The Reforestation Drone Industry Blossoms After Bushfires Blaze In Australia; Ahead of U.S. Fire Season
A Global Reforestation Drone Space Race Launches
By Andy Hirschfeld
Every year nearly fifteen billion trees are lost to deforestation and as unprecedented bushfires continue blaze Australia the call for new ways to address the aftermath of blazes globally has continued to grow louder and louder.
Despite a nearly $50 billion a year investment on replanting efforts, there is still a net loss of six billion trees per year. Wildfires are only making this problem that much more dire. In 2018, California lost nearly two million acres to wildfires --- the worst in the state’s history. The Amazon Rainforest lost nearly five million acres in recent months. Several startups are trying to do something about this problem. Droneseed and Dendra Systems most notably, have found a way to reforest ravaged forests using drones.
Drones are able to get seeds across at the scale needed especially in remote areas which is just not possible through other strategies. “Manual site preparation and planting is expensive” says Andrew Mueller, Forest Culturist for USDA Forest Service for the Pacific Southwest Region in charge of the reforestation and timber stand improvement adding that “annually, only about 15 thousand acres are certified as reforested.”
Drones for social good and humanitarian uses have become a bigger and bigger part of the drone industry. “The beauty of drones is that they can reach remote areas with the ease that people just cannot do so it’s no surprise we’ve seen growth in that space” says Gary Shapiro, CEO of the Consumer Electronics Association. The drone market is expected to grow to $43.1 billion over the next four years according to a 2019 report from Drone Industry Insights.
Seattle based startup Droneseed says they can “restore thousands of acres of wildfires ravaged land started in thirty days.” Meanwhile conventional means have been limited and not cost effective. “Completing a decision document after a fire may take two or more years, requiring consultation with government agencies. So we often miss the window of effective and cost-efficient reforestation.” says Mueller.
Droneseed’s approach is to map out a charred forest noting objects and plant species. In 2018, Droneseed was awarded the first ever over fifty five pound unmanned aerial vehicle license issued by the Federal Aviation Administration. Their drones identify the best trees to plant and then deploy a customized seed package to the ravaged area.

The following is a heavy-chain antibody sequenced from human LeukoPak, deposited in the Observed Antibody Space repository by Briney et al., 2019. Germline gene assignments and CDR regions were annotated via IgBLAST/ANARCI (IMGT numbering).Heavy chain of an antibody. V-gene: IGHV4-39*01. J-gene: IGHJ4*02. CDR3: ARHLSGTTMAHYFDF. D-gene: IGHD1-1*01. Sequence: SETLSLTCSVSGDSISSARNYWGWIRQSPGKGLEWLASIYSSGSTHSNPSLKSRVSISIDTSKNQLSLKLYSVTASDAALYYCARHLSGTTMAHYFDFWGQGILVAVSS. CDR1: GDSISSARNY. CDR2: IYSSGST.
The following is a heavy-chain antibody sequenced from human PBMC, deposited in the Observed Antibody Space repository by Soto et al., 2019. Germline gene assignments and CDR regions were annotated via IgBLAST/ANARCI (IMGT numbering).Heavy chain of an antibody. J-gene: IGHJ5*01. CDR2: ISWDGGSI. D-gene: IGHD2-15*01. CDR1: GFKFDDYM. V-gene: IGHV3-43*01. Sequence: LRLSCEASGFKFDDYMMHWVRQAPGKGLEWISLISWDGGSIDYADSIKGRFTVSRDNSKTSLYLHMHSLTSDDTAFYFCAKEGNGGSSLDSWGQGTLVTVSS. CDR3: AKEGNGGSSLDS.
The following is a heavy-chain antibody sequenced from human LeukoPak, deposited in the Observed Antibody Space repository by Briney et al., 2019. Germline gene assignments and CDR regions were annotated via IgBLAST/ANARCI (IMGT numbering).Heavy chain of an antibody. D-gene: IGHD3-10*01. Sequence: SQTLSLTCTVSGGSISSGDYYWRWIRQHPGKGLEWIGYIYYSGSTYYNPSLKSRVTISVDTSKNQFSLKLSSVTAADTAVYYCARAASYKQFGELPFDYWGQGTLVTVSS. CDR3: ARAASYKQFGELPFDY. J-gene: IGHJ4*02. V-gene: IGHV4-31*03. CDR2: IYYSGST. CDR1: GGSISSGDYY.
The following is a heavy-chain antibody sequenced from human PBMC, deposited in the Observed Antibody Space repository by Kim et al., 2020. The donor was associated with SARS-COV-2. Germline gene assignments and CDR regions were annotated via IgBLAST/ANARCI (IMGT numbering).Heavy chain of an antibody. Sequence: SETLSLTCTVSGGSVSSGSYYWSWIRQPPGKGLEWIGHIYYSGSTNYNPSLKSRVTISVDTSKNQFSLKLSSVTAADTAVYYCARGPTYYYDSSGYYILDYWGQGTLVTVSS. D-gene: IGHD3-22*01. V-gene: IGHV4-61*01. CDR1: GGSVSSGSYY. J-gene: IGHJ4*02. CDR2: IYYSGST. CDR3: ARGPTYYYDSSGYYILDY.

The U.K. based start-up Dendra systems is giving them a run for their money. The startup launched the company on a simple premise to replant at scale for a sustainable price. They say that with their drones ten drones could plant 400 thousand per day for 4-10 times cheaper than conventional methods. Using both satellite images and drone-collected data ambitiously plans to plant 500 billion trees by 2060.
Wildfires, Bushfires, and Brush Fires are not expected to slow down anytime soon. In the United States, The National Interagency Fire Center reports that the ten year average has doubled since 1990 and only months ago. New players like Canadian start-up Flash Forest are capitalizing on that momentum. Just last week, Flash Forest wrapped up a Kickstarter campaign that brought in $108 thousand alongside rounds of funding several international investment partners.
The company is currently moving forward with a very ambitious plan to reforest regions across the globe ravaged by wildfires and deforestation. “We hope to plant 150 thousand in the next year and reach one billion trees by 2028” CEO Bryce Jones tells The America In Context Newsletter.
The company is currently starting tests it’s reforestation strategy in all different kinds of forests ranging from dry climates to wet climates with hopes to soon bring this to the global scale.
Although bushfires and wildfires continue to rage, these three startups and their ambitious development strategies have given reason to be optimistic about the future of the planet.